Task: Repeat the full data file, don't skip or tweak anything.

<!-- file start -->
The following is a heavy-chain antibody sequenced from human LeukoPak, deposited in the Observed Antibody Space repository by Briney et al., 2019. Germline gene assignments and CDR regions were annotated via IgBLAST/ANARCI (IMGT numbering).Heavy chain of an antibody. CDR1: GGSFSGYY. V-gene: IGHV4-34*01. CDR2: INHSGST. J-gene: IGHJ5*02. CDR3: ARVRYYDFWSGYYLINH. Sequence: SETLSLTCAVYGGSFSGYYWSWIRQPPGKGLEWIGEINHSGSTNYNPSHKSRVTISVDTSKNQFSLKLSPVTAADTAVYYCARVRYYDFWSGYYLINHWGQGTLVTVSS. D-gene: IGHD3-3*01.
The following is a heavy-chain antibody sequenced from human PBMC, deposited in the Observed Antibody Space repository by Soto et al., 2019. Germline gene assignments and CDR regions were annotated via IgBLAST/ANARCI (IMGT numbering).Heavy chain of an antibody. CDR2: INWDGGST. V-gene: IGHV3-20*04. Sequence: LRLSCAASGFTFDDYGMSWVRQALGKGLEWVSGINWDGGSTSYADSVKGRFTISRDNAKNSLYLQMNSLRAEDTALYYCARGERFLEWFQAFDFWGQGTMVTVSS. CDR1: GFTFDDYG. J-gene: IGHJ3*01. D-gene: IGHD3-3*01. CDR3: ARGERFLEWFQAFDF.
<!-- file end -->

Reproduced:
The following is a heavy-chain antibody sequenced from human LeukoPak, deposited in the Observed Antibody Space repository by Briney et al., 2019. Germline gene assignments and CDR regions were annotated via IgBLAST/ANARCI (IMGT numbering).Heavy chain of an antibody. CDR1: GGSFSGYY. V-gene: IGHV4-34*01. CDR2: INHSGST. J-gene: IGHJ5*02. CDR3: ARVRYYDFWSGYYLINH. Sequence: SETLSLTCAVYGGSFSGYYWSWIRQPPGKGLEWIGEINHSGSTNYNPSHKSRVTISVDTSKNQFSLKLSPVTAADTAVYYCARVRYYDFWSGYYLINHWGQGTLVTVSS. D-gene: IGHD3-3*01.
The following is a heavy-chain antibody sequenced from human PBMC, deposited in the Observed Antibody Space repository by Soto et al., 2019. Germline gene assignments and CDR regions were annotated via IgBLAST/ANARCI (IMGT numbering).Heavy chain of an antibody. CDR2: INWDGGST. V-gene: IGHV3-20*04. Sequence: LRLSCAASGFTFDDYGMSWVRQALGKGLEWVSGINWDGGSTSYADSVKGRFTISRDNAKNSLYLQMNSLRAEDTALYYCARGERFLEWFQAFDFWGQGTMVTVSS. CDR1: GFTFDDYG. J-gene: IGHJ3*01. D-gene: IGHD3-3*01. CDR3: ARGERFLEWFQAFDF.